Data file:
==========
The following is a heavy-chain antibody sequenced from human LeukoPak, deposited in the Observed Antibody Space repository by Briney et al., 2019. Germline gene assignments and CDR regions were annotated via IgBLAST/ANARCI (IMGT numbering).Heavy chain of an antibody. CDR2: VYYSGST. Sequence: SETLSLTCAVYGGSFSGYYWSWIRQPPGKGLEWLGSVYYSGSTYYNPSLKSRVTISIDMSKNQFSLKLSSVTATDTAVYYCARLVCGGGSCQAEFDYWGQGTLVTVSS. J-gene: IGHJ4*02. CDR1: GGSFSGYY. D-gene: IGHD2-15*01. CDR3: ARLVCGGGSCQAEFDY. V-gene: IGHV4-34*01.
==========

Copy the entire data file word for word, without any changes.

The following is a heavy-chain antibody sequenced from human LeukoPak, deposited in the Observed Antibody Space repository by Briney et al., 2019. Germline gene assignments and CDR regions were annotated via IgBLAST/ANARCI (IMGT numbering).Heavy chain of an antibody. CDR2: VYYSGST. Sequence: SETLSLTCAVYGGSFSGYYWSWIRQPPGKGLEWLGSVYYSGSTYYNPSLKSRVTISIDMSKNQFSLKLSSVTATDTAVYYCARLVCGGGSCQAEFDYWGQGTLVTVSS. J-gene: IGHJ4*02. CDR1: GGSFSGYY. D-gene: IGHD2-15*01. CDR3: ARLVCGGGSCQAEFDY. V-gene: IGHV4-34*01.